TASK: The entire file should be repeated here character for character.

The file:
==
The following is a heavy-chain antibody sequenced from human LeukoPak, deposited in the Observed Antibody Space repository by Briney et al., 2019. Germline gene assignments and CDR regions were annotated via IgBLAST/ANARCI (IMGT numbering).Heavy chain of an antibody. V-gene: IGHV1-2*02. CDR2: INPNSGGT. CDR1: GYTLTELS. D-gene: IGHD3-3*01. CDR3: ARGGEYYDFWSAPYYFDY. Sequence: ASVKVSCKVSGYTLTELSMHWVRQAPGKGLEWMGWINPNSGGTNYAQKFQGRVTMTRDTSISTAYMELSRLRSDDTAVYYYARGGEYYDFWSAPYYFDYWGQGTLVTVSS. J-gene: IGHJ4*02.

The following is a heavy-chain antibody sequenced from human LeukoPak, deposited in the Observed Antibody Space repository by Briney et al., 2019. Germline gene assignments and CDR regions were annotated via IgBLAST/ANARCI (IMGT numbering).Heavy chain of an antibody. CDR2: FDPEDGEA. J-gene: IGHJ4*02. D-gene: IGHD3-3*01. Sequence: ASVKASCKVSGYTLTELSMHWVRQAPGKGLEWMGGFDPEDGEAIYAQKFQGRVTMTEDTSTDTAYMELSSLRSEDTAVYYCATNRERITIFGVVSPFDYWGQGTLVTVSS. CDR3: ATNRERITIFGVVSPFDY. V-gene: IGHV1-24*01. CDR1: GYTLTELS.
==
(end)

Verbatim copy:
The following is a heavy-chain antibody sequenced from human LeukoPak, deposited in the Observed Antibody Space repository by Briney et al., 2019. Germline gene assignments and CDR regions were annotated via IgBLAST/ANARCI (IMGT numbering).Heavy chain of an antibody. V-gene: IGHV1-2*02. CDR2: INPNSGGT. CDR1: GYTLTELS. D-gene: IGHD3-3*01. CDR3: ARGGEYYDFWSAPYYFDY. Sequence: ASVKVSCKVSGYTLTELSMHWVRQAPGKGLEWMGWINPNSGGTNYAQKFQGRVTMTRDTSISTAYMELSRLRSDDTAVYYYARGGEYYDFWSAPYYFDYWGQGTLVTVSS. J-gene: IGHJ4*02.

The following is a heavy-chain antibody sequenced from human LeukoPak, deposited in the Observed Antibody Space repository by Briney et al., 2019. Germline gene assignments and CDR regions were annotated via IgBLAST/ANARCI (IMGT numbering).Heavy chain of an antibody. CDR2: FDPEDGEA. J-gene: IGHJ4*02. D-gene: IGHD3-3*01. Sequence: ASVKASCKVSGYTLTELSMHWVRQAPGKGLEWMGGFDPEDGEAIYAQKFQGRVTMTEDTSTDTAYMELSSLRSEDTAVYYCATNRERITIFGVVSPFDYWGQGTLVTVSS. CDR3: ATNRERITIFGVVSPFDY. V-gene: IGHV1-24*01. CDR1: GYTLTELS.